Data destruction (with DBAN)

Recent legislation has caused the American healthcare industry to change the way it handles information.  This has radiated into the IT realm in a variety of ways – network security, physical (facility) security, background checks, et cetera.  In my particular job role, I am responsible to make sure that our data never leaves our property.  Or more specifically, that our property never leaves the facility with data on it.  In other words, I clean computers prior to disposal. 

There are a variety of methods of destroying data, both digital and physical.  My personal favorite would be heating the hard drive platters past the Curie point (the point at which the metal is no longer capable of maintaining a magnetic charge).  However, your average IT facility does not have the means to make this happen.  Another method is degaussing – to oversimplify, degaussing is magnetizing the entire disk, causing all the bits to flip the same direction and erasing all data.  Encryption can also be used – not to destroy the data, but to make it effectively inaccessible.

These are proven methods which are indeed used, but they do have drawbacks – they can be expensive and can require special equipment.  Most often, they are services performed by third parties (with the exception of encryption).

Our company used to sell our old hardware to a vendor, who would certify the data destruction and then resell the equipment.  This is a handy solution, but due to our office’s remote location and some other recent changes, we are now wiping the disks ourselves with one of the most common methods – the software wipe.

Software wiping is most often done using a boot CD.  I use a Linux-based tool called DBAN (Darik’s Boot And Nuke), which I will talk more about later.

Even within the field of software-based data destruction, there are a variety of methods and algorithms, some (such as the Gutmann wipe) taking a very long time, but considered very secure.  Many people have strong opinions on this issue.  Our company currently requires at least the US Department of Defense (DoD) 3-pass method.  The method writes 3 passes of random data over the entire drive.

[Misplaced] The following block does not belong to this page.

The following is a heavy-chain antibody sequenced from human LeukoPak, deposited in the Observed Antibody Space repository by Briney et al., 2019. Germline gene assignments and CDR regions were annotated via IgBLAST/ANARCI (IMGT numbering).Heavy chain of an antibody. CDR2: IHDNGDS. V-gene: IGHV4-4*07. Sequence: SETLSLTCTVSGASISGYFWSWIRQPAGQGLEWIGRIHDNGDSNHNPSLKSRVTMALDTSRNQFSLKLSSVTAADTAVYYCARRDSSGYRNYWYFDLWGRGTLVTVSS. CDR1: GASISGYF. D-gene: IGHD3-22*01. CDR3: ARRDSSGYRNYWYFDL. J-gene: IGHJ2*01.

For this kind of wipe, I recommend DBAN, as mentioned earlier.  DBAN allows for unattended wiping of all drives on a system (or the drives of your choice), and it has proven very easy to use when used on physically healthy disks.  For damaged disks, you may be better off sending it to a data destruction company, in my opinion.

DBAN supports a variety of the standard methods, including Gutmann, DoD (3-pass or 7-pass), and others.  The standard DBAN is open source software and is distributed free of charge.  There is an enterprise version available which supports wiping over a network and wiping of multiple computers simultaneously.  Both versions, since they run from CD, are platform independent.  DBAN will wipe IDE, SATA, and SCSI drives.

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4 Comments on “Data destruction (with DBAN)”

  1. mrosedale Says:

    This is an excellent tool, and was on my radar to right an article on :-). I would recommend that anyone reinstalling Windows (or Linux, but especially Windows) use DBAN 1 pass first. I have actually run into problems with Windows installations if I do a format without the wipe. So I am a firm believer.

    At the U of I they took data even more serious requiring 10 passes. It was crazy and a time sync. I am not convinced that 10 wipes does much more than 3 (did you see the 45 pass option on DBAN). One note is that there are no guarantees with a software wipe. It is *possible* though not likely. Someone would have to have an extreme knowledge and a lot of time on their hand to recover the data. That said did you read about the company that recovered data from the Columbia crash? These hard drives barely survive reentry from space (most of the shuttle was vaporized) and they were able to recover like 1/3 of the data. Crazy!

  2. mrosedale Says:

    Oh and for you mac people out there Mac has it built in to the install CD. If you boot from the OS X disk you can wipe the drive before you install. It is part of disk utility.

  3. bfpower Says:

    That’s something I didn’t mention specifically but it’s a good point. Software wipes really only make it thatm uch more difficult to retrieve the data – so difficult that it’s just not worth the expense and time. Software wiping is referred to as “clearing” the disk – this is not the same as “sanitizing” the disk. Sanitizing can only be done via physical methods such as degaussing. However, this is not a DIY process and requires specialized equipment and knowledge, so most people choose clearing over sanitization.


  4. ref: DBan: We’ve been using EBan and DBan for nearly 5 years now on any computer that doesn’t need a corporate destruction process. It’s a top notch piece of software and far easier to use than the competition. However, as with any binary wipes, there’s always some traceability left behind. For the paranoid, I suggest a screwdriver and sandpaper on the platters. It’s the safest solution, short of shredding or a blast furnace.


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